" From the two-time Pulitzer Prize-winning author of The Power Broker and The Years of Lyndon Johnson: an unprecedented gathering of vivid, candid, deeply revealing recollections about his experiences researching and writing his acclaimed books.”
About the book
For the first time in book form, Robert Caro gives us a glimpse into his own life and work in these evocatively written, personal pieces. He describes what it was like to interview the mighty Robert Moses; what it felt like to begin discovering the extent of the political power Moses wielded; the combination of discouragement and exhilaration he felt confronting the vast holdings of the Lyndon B. Johnson Library in Austin, Texas; his encounters with witnesses, including longtime residents wrenchingly displaced by the construction of Moses' Cross-Bronx Expressway and Lady Bird Johnson acknowledging the beauty and influence of one of LBJ's mistresses. He gratefully remembers how, after years of working in solitude, he found a writers' community at the New York Public Library, and details the ways he goes about planning and composing his books.
Caro recalls the moments at which he came to understand that he wanted to write not just about the men who wielded power but about the people and the politics that were shaped by that power. And he talks about the importance to him of the writing itself, of how he tries to infuse it with a sense of place and mood to bring characters and situations to life on the page. Taken together, these reminiscences--some previously published, some written expressly for this book--bring into focus the passion, the wry self-deprecation, and the integrity with which this brilliant historian has always approached his work.
Reviews and What Readers Say
“A short book that packs a big wallop . . . Stunningly incisive . . . James Boswell’s Life of Samuel Johnson is generally considered to be the finest biography in the English language . . . Robert Caro’s monumental works . . . are every bit as impressive as what Boswell achieved. Even more so, actually. . . Caro’s unrelenting pursuit of facts and his insights will leave you in awe . . . After reading this brief, brilliant book, one can only say, ‘Wow!’”
―Steve Forbes, Forbes Magazine
“Caro brings [Johnson] and his time to life with a set of literary strengths that are very different from each other but closely interlinked: the depth and quality of his research, his narrative gift, and his compassion . . . Compassion drives the research. The analysis, always rigorous, is also human . . . Caro is both historian and creative writer; like Tolstoy, relating his narrative to a single central vision while at the same time, in the words of Isaiah Berlin, pursuing ‘many ends, often unrelated and even contradictory.’ He creates character as a novelist does . . . And the roundness of character extends to a large cast, not just Johnson’s huge, domineering personality but other towering figures as well as ordinary American citizens . . . The result is a great biography that has both historical sweep and a feeling of being of the time . . . Long live Robert Caro.”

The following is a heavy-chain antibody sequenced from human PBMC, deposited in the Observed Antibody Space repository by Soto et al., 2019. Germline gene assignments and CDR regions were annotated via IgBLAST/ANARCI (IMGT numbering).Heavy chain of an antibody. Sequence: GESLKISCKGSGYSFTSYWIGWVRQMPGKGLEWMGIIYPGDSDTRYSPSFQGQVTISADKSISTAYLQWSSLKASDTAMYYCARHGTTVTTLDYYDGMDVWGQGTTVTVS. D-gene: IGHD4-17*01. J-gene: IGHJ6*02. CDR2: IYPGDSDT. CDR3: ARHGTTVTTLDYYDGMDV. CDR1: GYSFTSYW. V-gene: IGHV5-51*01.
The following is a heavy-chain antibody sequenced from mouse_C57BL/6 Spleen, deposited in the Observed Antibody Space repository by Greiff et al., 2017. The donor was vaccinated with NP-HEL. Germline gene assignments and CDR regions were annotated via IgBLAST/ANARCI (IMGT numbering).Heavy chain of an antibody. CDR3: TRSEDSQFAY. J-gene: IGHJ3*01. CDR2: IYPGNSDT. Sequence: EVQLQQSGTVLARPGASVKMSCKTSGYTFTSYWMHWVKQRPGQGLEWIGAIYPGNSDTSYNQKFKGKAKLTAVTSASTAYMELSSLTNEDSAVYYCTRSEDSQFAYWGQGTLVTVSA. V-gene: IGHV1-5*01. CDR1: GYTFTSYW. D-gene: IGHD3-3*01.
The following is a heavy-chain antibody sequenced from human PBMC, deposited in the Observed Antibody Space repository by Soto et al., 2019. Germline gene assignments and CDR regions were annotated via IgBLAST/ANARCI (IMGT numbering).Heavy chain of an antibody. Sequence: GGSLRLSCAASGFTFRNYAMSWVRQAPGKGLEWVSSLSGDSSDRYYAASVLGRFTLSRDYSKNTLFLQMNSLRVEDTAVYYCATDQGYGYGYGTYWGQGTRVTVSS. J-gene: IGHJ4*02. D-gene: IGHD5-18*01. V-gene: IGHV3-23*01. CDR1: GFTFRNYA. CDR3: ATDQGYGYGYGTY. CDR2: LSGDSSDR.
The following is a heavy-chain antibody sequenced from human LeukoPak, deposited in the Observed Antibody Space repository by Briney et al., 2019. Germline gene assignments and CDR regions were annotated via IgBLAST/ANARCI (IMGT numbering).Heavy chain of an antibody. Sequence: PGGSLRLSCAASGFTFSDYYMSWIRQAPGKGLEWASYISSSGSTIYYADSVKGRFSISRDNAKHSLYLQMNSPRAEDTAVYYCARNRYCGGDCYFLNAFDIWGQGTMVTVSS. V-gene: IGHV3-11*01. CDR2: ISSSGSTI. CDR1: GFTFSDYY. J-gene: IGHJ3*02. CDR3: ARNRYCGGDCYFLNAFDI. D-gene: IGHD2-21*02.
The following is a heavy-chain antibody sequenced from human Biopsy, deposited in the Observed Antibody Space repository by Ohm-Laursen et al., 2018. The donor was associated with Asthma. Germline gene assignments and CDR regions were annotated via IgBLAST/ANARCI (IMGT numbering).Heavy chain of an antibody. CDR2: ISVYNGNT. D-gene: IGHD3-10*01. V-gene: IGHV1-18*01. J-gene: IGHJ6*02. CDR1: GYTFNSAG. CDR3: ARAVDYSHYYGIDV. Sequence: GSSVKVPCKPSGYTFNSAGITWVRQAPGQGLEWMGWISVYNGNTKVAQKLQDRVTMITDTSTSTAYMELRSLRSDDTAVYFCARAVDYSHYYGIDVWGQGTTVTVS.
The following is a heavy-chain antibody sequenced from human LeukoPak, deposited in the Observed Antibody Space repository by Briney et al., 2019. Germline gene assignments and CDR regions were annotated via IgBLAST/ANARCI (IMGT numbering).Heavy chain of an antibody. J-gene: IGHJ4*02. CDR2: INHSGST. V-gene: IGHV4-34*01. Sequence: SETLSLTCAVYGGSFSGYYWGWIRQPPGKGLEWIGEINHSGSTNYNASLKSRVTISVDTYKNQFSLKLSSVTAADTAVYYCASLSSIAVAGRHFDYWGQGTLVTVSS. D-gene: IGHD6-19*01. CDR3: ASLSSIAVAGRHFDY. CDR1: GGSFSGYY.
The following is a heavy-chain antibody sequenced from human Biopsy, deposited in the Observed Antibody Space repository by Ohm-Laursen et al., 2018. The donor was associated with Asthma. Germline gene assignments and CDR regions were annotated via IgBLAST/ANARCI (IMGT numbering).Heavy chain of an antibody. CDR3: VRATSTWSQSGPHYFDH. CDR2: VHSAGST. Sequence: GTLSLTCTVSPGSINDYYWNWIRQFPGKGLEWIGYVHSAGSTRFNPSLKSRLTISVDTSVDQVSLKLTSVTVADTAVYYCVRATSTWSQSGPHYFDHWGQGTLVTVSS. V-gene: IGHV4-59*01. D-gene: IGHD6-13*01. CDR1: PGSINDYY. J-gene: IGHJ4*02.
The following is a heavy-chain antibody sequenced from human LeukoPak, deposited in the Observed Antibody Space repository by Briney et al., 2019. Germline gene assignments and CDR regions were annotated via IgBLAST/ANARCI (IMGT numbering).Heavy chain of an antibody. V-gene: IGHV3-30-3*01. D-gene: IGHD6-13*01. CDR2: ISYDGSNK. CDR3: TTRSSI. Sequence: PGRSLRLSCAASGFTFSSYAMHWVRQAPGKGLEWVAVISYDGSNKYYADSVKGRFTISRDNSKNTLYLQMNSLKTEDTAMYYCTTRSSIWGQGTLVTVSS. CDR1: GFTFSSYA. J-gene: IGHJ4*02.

―Kevin Stevens, Dublin Review of Books
“ Iridescent, so many brilliant refractions of light from his hard slog of discovering what life has really meant for the people in his narratives, the powerful and the powerless . . . Caro wanted the reader to feel for them, empathize with their ambitions and their torments. At 83, in book after book and now in this semi-memoir, he has succeeded to a breathtaking degree . . . How Caro finds what he needs to know . . . is par for the author’s tenacity, his charm and his investigative genius, no other word for it . . . Nearly 200 years ago, James Madison commanded that a people who mean to be their own governors must arm themselves with the power that knowledge gives. Robert Caro . . . has performed great deeds in that cause, but he has also measurably enriched our lives with his intellectual rigor, his compassion, his openness, his wit and grace.”
―Harold Evans, The New York Times Book Review
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For his biographies of Robert Moses and Lyndon Johnson, ROBERT A. CARO has twice won the Pulitzer Prize, twice won the National Book Award, three times won the National Book Critics Circle Award, and has also won virtually every other major literary honor, including the Gold Medal in Biography from the American Academy of Arts and Letters and the Francis Parkman Prize. In 2010, President Barack Obama awarded Caro the National Humanities Medal. Caro graduated from Princeton, was later a Nieman Fellow at Harvard, and worked for six years as an investigative reporter for Newsday. He lives with his wife, the writer Ina Caro, in New York City, where he is at work on the fifth and final volume of The Years of Lyndon Johnson.